Moss and more, in a seep
Sickletop lousewort
Porcupine damage on cabin

Friday, July 4, 2014

Little Giant Basin...

Little Giant Basin...  After our long day yesterday, we slept in ('till 6 am!) and took it easy in the morning. Debbie made us a lovely bacon and egg breakfast, and we didn't even leave the cabin until around 8 am. It was very nice to have a slow, easy day after yesterday.

On our way down the cabin road, we saw a pair of gray jays – had great viewing of them for several minutes. I stopped to walk around in the orange columbine that grows in profusion along the cabin road, at about the 10,800' level. I now have better photos of orange columbine than any I've taken before – it's easy when there are hundreds of times as many of them as you've ever seen before!

We drove nice and slow up to Little Giant Basin, but had to stop a few hundred feet short of the actual basin because of snow in the road. We had the place to ourselves for a half hour or so, which was lovely. We saw the giant pikas again (as we first spotted last year), and the marmots teased our dogs. We collected some rocks for Gracie, including some particularly nice crystals similar to what you'd find in a geode.

Our peace was disturbed all too soon, though, when three ATVs and a jeep all roared up and disgorged 10 or so people. The pikas and marmots all hid as noise and chaos filled the air. We left shortly thereafter.

After we left Little Giant Basin, we headed back down the road to Big Giant Basin, just a mile or so. We stopped there to have our lunch and watch the pikas collecting food. We saw the expected things: marmots, pikas, and chipmunks – but we also saw something most unexpected: a short-tailed weasel (Mustela ermina)! We got to watch the weasel for five minutes or so as it was apparently hunting. We don't know what it was hunting, but it didn't look like the pikas were worried. We're guessing the weasel was after smaller prey.

Just before we left, I got out to find a tree to water (in other words, I needed to take a pee). I flushed a doe and a fawn (the first fawn we've seen!), and I got up close and personal with one of the teensy little chipmunks that are so common here. He stood up on a log and just looked at me disdainfully. Debbie missed out on these sightings, much to her chagrin. My future pee outings may be accompanied :)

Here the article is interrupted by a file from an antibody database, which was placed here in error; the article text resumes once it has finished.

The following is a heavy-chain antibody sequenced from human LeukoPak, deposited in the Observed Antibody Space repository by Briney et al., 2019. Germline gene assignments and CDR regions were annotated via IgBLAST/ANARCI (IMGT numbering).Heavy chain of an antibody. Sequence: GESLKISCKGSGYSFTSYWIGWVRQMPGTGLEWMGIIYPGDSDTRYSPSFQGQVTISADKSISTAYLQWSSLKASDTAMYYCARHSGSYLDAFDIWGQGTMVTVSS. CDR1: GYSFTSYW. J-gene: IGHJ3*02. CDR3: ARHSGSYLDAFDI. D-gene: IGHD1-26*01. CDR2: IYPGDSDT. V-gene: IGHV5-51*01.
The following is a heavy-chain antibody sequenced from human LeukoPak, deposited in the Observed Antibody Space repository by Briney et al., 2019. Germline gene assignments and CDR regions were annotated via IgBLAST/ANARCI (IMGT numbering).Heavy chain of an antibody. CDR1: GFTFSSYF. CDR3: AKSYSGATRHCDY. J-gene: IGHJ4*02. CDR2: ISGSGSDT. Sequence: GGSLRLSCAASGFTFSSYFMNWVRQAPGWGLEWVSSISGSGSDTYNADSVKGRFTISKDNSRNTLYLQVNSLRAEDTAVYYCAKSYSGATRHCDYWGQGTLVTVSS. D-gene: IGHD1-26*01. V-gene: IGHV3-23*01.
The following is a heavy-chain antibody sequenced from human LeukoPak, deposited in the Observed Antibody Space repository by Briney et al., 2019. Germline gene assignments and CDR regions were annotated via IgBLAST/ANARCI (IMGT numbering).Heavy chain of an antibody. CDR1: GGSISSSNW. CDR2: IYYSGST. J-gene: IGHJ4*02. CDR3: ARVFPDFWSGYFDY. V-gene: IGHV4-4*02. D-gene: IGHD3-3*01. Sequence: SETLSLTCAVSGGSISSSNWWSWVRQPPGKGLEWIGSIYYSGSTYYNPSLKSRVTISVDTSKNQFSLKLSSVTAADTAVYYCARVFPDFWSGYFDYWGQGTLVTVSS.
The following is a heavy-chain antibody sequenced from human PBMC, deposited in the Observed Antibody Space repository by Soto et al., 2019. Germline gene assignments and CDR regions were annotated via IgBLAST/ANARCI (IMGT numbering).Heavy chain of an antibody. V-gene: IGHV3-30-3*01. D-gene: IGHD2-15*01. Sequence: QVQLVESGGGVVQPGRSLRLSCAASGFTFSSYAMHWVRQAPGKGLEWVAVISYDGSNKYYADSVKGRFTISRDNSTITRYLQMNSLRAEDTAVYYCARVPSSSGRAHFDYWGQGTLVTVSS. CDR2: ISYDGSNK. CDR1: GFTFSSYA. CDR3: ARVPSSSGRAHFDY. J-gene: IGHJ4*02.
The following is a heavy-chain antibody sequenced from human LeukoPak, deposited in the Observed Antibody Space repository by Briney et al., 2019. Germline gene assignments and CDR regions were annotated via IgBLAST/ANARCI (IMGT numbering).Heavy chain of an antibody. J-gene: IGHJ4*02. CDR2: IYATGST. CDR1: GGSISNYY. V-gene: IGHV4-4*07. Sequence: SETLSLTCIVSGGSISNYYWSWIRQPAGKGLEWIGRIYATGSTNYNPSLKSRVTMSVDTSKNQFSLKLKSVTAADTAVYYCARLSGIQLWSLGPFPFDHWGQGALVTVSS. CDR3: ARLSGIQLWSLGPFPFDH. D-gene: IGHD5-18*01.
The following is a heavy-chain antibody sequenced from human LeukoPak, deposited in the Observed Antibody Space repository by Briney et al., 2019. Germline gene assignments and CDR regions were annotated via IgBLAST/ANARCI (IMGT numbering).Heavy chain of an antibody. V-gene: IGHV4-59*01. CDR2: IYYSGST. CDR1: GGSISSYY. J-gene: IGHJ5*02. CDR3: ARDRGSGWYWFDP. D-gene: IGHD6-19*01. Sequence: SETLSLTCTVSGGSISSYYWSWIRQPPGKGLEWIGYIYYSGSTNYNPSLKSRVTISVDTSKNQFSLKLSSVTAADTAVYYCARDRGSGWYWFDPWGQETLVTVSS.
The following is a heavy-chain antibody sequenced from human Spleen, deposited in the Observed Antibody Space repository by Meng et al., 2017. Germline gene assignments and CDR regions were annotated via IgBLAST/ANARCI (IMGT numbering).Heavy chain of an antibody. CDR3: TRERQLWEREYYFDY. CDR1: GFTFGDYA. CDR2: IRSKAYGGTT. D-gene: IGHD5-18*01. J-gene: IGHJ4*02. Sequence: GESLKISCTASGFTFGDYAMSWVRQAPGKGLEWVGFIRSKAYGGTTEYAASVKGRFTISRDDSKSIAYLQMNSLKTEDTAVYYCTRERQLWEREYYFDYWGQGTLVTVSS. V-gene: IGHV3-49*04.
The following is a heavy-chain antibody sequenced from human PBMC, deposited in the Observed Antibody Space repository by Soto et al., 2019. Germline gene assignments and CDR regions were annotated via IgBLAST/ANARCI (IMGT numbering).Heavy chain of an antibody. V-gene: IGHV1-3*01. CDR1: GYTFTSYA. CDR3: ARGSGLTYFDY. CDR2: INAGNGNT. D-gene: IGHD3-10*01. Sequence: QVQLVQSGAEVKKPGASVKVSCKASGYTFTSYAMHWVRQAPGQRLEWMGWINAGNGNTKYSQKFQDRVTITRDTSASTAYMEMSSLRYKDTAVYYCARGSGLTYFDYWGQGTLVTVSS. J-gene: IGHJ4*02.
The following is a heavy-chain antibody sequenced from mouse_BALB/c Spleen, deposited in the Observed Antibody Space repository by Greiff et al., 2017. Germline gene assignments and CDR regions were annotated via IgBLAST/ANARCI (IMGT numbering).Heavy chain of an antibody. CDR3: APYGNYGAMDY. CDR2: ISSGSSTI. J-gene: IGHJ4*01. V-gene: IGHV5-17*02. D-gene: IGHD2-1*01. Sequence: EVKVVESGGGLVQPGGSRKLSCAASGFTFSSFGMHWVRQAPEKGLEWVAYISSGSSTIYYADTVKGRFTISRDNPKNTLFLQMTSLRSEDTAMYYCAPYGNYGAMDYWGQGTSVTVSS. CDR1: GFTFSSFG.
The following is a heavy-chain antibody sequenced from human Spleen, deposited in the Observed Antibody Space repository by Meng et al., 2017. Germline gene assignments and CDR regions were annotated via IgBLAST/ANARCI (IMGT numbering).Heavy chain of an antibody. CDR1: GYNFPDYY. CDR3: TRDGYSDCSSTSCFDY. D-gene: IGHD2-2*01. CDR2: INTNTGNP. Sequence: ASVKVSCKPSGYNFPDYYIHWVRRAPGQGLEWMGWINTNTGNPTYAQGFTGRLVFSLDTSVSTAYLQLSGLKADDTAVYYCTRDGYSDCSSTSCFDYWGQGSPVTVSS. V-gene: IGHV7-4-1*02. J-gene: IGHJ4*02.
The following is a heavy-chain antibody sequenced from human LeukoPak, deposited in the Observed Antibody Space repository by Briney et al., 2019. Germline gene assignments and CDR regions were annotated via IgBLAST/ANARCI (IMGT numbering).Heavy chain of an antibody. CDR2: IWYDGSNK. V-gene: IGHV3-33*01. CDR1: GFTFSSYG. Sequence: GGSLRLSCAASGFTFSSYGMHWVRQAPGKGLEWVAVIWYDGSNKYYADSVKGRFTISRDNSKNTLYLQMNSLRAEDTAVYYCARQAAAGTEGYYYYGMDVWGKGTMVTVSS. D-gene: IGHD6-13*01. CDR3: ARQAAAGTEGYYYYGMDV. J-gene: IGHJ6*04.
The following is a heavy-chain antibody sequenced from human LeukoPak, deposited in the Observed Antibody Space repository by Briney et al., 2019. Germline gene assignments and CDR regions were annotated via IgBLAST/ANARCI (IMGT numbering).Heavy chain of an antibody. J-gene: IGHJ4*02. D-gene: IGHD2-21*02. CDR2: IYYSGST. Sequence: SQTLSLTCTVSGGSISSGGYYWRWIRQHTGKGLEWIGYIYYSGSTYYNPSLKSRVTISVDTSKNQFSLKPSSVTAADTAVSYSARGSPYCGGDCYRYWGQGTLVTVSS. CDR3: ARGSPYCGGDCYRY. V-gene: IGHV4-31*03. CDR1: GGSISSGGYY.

After an hour or so, we headed lazily down toward town. We were immediately sorry we did – it was horribly crowded, traffic was terrible (in Silverton!), and there were touristy types everywhere you looked. We got outta Dodge and headed back for a lazy evening at the cabin.

The town was sopping wet from a rainstorm they'd had earlier in the day. We got sprinkled on, but nothing more. We definitely could use a lot more rain. Ten inches wouldn't hurt a darned thing!

Orange columbine
Typical orange columbine group
Orange columbine
Spotted saxifrage
Purple fringe and
unidentified common flower
Near Little Giant Basin
More of the unidentified common flower
Pond in Little Giant Basin
Unidentified, uncommon flower
Moss campion
Buttercups and pearly everlasting
Scarlet paintbrush

Thursday, July 3, 2014

Near-zero blogging alert...

Near-zero blogging alert...  Things in Silverton, Colorado have changed – we basically have no Internet connection at all.  At the moment we're sitting in a restaurant in Lake City which just happens to have free WiFi, so I can post this.  I don't know when (or even if) we'll have a connection again while we're on vacation.

Speaking of which, it's been grand so far!  Lots of flowers, beautiful weather, happy dogs, and a gorgeous cabin to stay in.  More when we can...

Stony Pass to Lake City, Cinnamon Pass to Silverton...